108: Smoak, Tellez, and the first base blues

 Is Rowdy ready? If Justin Smoak struggles, he may have to be. (Photo: Brian McLeod/MiLB.com)

Is Rowdy ready? If Justin Smoak struggles, he may have to be. (Photo: Brian McLeod/MiLB.com)

Feb. 26, 2017

By Tyler King

Canadian Baseball Network

I know, I know, you may feel like it’s a little too early for any Tellez talk. And indeed, some of you may even think that the title of this article has more to do with some obscure, up-and-coming indie folk band than any emergent Toronto Blue Jays storyline. 

However, given the current climate over at first base (spoiler: it ain’t looking pretty) it’s at least conceivable that the name “Rowdy Tellez” will become a household one by the conclusion of spring training.

First of all, and perhaps most importantly, the 21-year-old prospect actually plays first base - and no, not like Kendrys Morales or Steven Pearce “sort of” play first base. 

Tellez has manned 1B for most of his minor league career, and if the precarious bat of Justin Smoak doesn’t pan out (which in many eyes is a very real and terrifying possibility) Tellez may be a name you’ll also be hearing come July.

After getting a taste of big league competition in his first full spring last season - where as a 20-year-old Tellez hit .176 /.222 /.235 in 17 at-bats - he then proceeded to have a breakout 2016 campaign with the double-A New Hampshire Fisher Cats.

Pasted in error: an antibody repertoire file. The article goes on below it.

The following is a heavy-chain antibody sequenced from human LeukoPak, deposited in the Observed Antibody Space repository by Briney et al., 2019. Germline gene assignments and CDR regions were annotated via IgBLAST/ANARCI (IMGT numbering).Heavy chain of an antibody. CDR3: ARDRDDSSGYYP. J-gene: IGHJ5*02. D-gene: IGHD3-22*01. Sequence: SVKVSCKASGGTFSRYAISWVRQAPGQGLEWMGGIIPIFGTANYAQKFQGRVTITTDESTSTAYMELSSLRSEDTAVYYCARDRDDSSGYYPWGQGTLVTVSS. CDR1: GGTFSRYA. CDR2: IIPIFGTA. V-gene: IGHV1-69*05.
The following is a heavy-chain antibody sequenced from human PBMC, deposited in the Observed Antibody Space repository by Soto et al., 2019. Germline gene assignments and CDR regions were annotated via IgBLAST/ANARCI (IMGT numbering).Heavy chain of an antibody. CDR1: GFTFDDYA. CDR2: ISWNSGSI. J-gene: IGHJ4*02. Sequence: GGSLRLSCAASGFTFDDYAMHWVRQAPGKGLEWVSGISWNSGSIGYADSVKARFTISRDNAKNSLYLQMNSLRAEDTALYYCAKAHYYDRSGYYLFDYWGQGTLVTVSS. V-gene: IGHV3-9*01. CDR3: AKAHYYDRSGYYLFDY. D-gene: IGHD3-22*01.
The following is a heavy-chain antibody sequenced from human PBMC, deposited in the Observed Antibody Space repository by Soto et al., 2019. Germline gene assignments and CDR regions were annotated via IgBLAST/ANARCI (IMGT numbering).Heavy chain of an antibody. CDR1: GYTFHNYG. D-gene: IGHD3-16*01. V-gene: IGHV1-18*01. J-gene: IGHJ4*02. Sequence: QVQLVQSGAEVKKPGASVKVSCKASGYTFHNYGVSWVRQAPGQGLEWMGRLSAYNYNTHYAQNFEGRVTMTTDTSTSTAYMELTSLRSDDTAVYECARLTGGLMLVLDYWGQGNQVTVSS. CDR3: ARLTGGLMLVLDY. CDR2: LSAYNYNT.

In 124 minor league games last year, he hit a confidence-inspiring .297 / .387 / .530 with a .917 OPS and 23 home runs.

He also spent 101 of those 124 games playing first base, where he posted a respectable fielding percentage of .992 (he has a career fielding percentage of .989), and despite registering 841 putouts he made just seven errors all season.

Last year’s success sky-rocketed Tellez to 12th in the MiLB individual power rankings, and although he technically has zero big league experience, given his numbers and (no matter what flowery-tales Ross Atkins may tell you about Smoak) the lack of promising alternatives at first base, you may be prompted to ask, “Why haven’t I heard more about him already?”